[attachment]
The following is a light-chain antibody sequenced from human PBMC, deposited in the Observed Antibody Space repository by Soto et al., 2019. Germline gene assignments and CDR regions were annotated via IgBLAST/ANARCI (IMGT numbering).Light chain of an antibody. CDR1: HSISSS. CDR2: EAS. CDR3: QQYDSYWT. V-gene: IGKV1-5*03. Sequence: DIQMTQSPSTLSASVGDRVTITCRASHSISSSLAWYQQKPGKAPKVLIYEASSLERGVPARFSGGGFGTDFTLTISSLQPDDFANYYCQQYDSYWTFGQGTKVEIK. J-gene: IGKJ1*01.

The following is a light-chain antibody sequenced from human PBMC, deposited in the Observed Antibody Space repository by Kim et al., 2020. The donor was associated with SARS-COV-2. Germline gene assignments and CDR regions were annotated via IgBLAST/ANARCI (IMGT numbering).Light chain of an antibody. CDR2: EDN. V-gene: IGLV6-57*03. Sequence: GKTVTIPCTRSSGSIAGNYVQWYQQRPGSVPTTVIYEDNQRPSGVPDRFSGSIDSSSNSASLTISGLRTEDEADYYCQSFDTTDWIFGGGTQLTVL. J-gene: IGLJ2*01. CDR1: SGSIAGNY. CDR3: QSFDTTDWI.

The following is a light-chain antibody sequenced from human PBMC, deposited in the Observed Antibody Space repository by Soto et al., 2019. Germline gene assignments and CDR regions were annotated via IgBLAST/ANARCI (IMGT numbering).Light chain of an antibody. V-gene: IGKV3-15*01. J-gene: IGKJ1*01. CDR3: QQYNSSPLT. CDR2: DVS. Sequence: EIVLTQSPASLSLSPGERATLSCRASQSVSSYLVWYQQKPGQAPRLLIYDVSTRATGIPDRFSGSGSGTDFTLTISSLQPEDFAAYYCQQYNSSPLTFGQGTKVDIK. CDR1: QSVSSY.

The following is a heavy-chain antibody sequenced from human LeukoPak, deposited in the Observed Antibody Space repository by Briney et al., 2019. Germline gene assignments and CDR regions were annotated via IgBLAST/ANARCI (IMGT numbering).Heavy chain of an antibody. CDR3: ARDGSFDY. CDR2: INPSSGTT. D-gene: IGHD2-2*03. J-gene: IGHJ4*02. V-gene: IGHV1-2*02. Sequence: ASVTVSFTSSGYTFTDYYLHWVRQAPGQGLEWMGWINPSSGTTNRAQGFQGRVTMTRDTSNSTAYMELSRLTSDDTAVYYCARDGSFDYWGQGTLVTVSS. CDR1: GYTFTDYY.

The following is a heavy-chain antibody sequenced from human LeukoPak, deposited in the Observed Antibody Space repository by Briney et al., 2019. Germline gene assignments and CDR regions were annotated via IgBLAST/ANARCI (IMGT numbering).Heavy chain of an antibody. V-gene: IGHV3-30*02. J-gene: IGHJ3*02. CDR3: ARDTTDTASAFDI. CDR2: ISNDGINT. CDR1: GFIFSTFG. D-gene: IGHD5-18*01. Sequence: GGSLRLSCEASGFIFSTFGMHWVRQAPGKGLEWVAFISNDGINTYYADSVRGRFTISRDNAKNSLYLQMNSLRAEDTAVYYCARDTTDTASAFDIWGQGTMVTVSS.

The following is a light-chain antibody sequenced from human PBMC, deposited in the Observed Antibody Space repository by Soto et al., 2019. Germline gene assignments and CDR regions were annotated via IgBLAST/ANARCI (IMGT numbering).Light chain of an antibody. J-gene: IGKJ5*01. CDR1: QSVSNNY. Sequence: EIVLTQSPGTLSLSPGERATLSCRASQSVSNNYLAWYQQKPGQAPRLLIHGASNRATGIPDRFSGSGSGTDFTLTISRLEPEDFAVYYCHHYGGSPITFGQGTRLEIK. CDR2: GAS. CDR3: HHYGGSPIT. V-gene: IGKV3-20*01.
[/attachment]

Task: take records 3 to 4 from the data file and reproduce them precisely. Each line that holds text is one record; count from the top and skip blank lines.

The following is a light-chain antibody sequenced from human PBMC, deposited in the Observed Antibody Space repository by Soto et al., 2019. Germline gene assignments and CDR regions were annotated via IgBLAST/ANARCI (IMGT numbering).Light chain of an antibody. V-gene: IGKV3-15*01. J-gene: IGKJ1*01. CDR3: QQYNSSPLT. CDR2: DVS. Sequence: EIVLTQSPASLSLSPGERATLSCRASQSVSSYLVWYQQKPGQAPRLLIYDVSTRATGIPDRFSGSGSGTDFTLTISSLQPEDFAAYYCQQYNSSPLTFGQGTKVDIK. CDR1: QSVSSY.

The following is a heavy-chain antibody sequenced from human LeukoPak, deposited in the Observed Antibody Space repository by Briney et al., 2019. Germline gene assignments and CDR regions were annotated via IgBLAST/ANARCI (IMGT numbering).Heavy chain of an antibody. CDR3: ARDGSFDY. CDR2: INPSSGTT. D-gene: IGHD2-2*03. J-gene: IGHJ4*02. V-gene: IGHV1-2*02. Sequence: ASVTVSFTSSGYTFTDYYLHWVRQAPGQGLEWMGWINPSSGTTNRAQGFQGRVTMTRDTSNSTAYMELSRLTSDDTAVYYCARDGSFDYWGQGTLVTVSS. CDR1: GYTFTDYY.